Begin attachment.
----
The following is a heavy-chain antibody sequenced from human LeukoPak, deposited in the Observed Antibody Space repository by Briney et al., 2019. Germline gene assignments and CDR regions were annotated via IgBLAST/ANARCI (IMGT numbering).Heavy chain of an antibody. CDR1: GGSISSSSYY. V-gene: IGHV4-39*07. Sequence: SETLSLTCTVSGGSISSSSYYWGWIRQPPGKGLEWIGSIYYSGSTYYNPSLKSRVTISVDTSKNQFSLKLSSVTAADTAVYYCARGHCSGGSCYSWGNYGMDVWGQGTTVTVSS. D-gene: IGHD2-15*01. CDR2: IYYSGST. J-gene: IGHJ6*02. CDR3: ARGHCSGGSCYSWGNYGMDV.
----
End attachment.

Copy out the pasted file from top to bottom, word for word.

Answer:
The following is a heavy-chain antibody sequenced from human LeukoPak, deposited in the Observed Antibody Space repository by Briney et al., 2019. Germline gene assignments and CDR regions were annotated via IgBLAST/ANARCI (IMGT numbering).Heavy chain of an antibody. CDR1: GGSISSSSYY. V-gene: IGHV4-39*07. Sequence: SETLSLTCTVSGGSISSSSYYWGWIRQPPGKGLEWIGSIYYSGSTYYNPSLKSRVTISVDTSKNQFSLKLSSVTAADTAVYYCARGHCSGGSCYSWGNYGMDVWGQGTTVTVSS. D-gene: IGHD2-15*01. CDR2: IYYSGST. J-gene: IGHJ6*02. CDR3: ARGHCSGGSCYSWGNYGMDV.